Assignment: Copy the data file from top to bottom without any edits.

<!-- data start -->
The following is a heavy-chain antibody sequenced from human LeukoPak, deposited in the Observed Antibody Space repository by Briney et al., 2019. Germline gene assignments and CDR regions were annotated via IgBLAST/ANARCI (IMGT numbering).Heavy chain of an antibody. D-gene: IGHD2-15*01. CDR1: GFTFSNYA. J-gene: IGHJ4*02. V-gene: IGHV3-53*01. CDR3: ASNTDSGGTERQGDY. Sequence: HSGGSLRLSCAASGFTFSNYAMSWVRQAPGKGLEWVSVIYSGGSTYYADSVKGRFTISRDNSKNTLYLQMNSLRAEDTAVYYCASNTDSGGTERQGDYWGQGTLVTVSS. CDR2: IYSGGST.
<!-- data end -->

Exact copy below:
The following is a heavy-chain antibody sequenced from human LeukoPak, deposited in the Observed Antibody Space repository by Briney et al., 2019. Germline gene assignments and CDR regions were annotated via IgBLAST/ANARCI (IMGT numbering).Heavy chain of an antibody. D-gene: IGHD2-15*01. CDR1: GFTFSNYA. J-gene: IGHJ4*02. V-gene: IGHV3-53*01. CDR3: ASNTDSGGTERQGDY. Sequence: HSGGSLRLSCAASGFTFSNYAMSWVRQAPGKGLEWVSVIYSGGSTYYADSVKGRFTISRDNSKNTLYLQMNSLRAEDTAVYYCASNTDSGGTERQGDYWGQGTLVTVSS. CDR2: IYSGGST.